Fig. 7
figure 7

a Predicted concentrations of POC across the study site; b Predicted mass of POC per unit area seabed to a depth of 10 cm

Statistical values for POC concentrations and dry bulk density by Folk sediment class are summarised in Table 4. Note that no estimates could be made for slightly gravelly mud. Statistics reported for gravelly mud and muddy gravel are based on a very limited number of data points as these sediment types rarely occur within the study site. The highest POC concentrations are associated with gravelly mud, mud and sandy mud. Conversely, gravel and sandy gravel exhibit the lowest POC concentrations. The highest standing stock of POC is associated with sand due to the large area and high dry bulk density. Sediments with the highest POC concentrations provide a minor contribution to the overall POC stock. The total standing stock of POC estimated from mean values per sediment class as reported in Table 4 is mPOC = 252.2 Mt, which is slightly higher (2%) than estimated by summing up predicted values as reported above.

Table 4 Statistical values for POC concentrations and dry bulk density by Folk sediment class

Scaling up to the NW European continental shelf

A simple scaling up of mPOC to the area of the NW European continental shelf based on the average mass of POC per unit seabed and to a depth of 10 cm yields mPOC = 434 Mt. Based on mean values of POC and dry bulk density (Table 4), we derive mPOC = 476 Mt. The lower and upper bounds of our estimates (based on the 5th and 95th percentiles) are calculated to 230 Mt and 882 Mt, respectively. Note that the contribution of slightly gravelly mud was based on statistics for the mud class, as no statistical values could be derived.


We have described a quantitative spatial model of POC concentrations in surficial sediments of parts of the NW European continental shelf. The results were produced with a repeatable method and validated with independent, i.e. not used for model building, sample data. The derived statistics indicate that the model is not over-fitted to the training data and more than three quarters of the variance in the response data are explained by the model. Predicted POC concentrations are highly and significantly correlated with measured POC concentrations, although the model appears to slightly under-predict POC concentrations.

Model appraisal and limitations

Every model has limitations as it is a simplification of reality and this is also true in this case. In the following, we will discuss the major limitations of our RF model:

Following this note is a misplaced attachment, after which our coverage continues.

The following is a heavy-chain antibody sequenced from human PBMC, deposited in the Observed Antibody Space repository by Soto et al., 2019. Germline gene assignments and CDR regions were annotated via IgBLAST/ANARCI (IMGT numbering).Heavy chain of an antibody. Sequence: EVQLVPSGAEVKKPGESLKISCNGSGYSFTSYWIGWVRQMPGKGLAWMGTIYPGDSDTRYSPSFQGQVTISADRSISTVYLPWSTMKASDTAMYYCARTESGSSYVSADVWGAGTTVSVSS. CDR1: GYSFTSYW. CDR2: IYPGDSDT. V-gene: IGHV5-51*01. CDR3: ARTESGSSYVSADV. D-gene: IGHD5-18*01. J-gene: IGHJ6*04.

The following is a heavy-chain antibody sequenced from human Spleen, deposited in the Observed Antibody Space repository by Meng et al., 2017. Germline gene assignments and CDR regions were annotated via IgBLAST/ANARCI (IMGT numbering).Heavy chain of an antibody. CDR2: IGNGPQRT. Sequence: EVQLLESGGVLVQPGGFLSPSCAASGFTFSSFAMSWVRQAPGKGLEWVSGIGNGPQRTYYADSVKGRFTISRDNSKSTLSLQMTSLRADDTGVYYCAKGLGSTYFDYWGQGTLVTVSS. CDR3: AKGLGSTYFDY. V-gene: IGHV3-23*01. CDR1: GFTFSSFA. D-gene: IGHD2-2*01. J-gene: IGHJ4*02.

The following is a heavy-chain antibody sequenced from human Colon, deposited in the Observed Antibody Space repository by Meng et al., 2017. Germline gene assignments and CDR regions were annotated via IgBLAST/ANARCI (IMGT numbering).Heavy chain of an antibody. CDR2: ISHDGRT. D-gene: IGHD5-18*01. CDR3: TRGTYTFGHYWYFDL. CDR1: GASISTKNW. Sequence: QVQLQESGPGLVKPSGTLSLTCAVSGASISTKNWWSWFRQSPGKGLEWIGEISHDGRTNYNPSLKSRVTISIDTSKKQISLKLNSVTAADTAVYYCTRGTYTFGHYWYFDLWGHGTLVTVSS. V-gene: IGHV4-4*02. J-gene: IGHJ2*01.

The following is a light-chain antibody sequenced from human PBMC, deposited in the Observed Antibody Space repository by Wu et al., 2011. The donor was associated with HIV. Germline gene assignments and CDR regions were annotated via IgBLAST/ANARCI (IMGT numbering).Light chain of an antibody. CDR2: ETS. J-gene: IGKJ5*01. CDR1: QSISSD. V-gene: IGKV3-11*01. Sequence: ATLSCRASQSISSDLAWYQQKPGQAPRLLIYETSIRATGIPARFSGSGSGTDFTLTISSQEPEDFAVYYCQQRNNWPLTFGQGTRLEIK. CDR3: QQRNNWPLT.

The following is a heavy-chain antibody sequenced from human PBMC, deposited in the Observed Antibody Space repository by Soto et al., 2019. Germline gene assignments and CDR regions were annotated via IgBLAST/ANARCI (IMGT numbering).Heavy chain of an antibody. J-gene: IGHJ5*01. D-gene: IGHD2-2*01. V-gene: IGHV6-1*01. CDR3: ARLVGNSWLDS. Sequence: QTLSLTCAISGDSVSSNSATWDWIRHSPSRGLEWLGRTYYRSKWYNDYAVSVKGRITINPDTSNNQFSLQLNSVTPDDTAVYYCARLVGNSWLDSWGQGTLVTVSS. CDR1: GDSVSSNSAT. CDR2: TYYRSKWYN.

Firstly, care was taken to include as many potentially relevant predictor variables as possible. Initially, a conceptual model was developed and potentially relevant variables were identified. Subsequently, those were selected for which full coverage information of the study site was available. These were then subjected to a formal variable selection process. Important variables may be not included in the final model due to two reasons: (i) important additional variables may have been omitted when creating the conceptual model or (ii) it was not possible to obtain data on a variable with full coverage. The latter is especially likely to have occurred as at the time of model development we were not able to source an even more comprehensive set of physico-chemical, chemical and biological variables including water column and porewater nutrients concentrations, oxygen saturation in bottom waters and sediment pH distributions. Furthermore, the inclusion of biological variables such as sediment microbial or faunal communities was beyond the scope of this stage of model development. However, such variables might be accounted for to a certain extent indirectly via correlated variables included in the model.

We believe that further improvements in model performance are generally possible through a better understanding of causal relationships (e.g. the processes by which temperature or distance to shoreline might affect carbon storage and mineralisation) leading to better conceptual models underpinning the applied statistical approaches, through additional data on relevant predictor variables becoming available as a consequence of advances in parameter measurement and increases in spatial coverage of relevant observations. However, we believe that under the given circumstances our model is a significant achievement as indicated by the fact that 78% of the variance in the response variable is explained by the model.

The availability of predictor and response variables is an external constraint that will influence model performance. However, even if data on a variable exist in principle, they might relate to a certain time interval when the data were collected or for which they were modelled (e.g. hydrodynamic models). Additionally, predictor variables are gridded to a certain spatial resolution. In our model, mismatches between variables do exist both temporally and spatially: e.g. samples were taken from 1996 to 2015, but peak wave orbital velocity was modelled for the period 1999–2008 (Bricheno et al. 2015) and annual average bottom temperature refers to a climatology for the years 1971–2000 (Berx and Hughes 2009). The implicit assumption of our model therefore is that the response and predictor variables are constant through time. Such an assumption is unlikely to hold. However, we note that the mentioned time intervals do at least partially overlap and it might be assumed that changes in predictor variables are likely to act on longer time scales before they become significant for our model.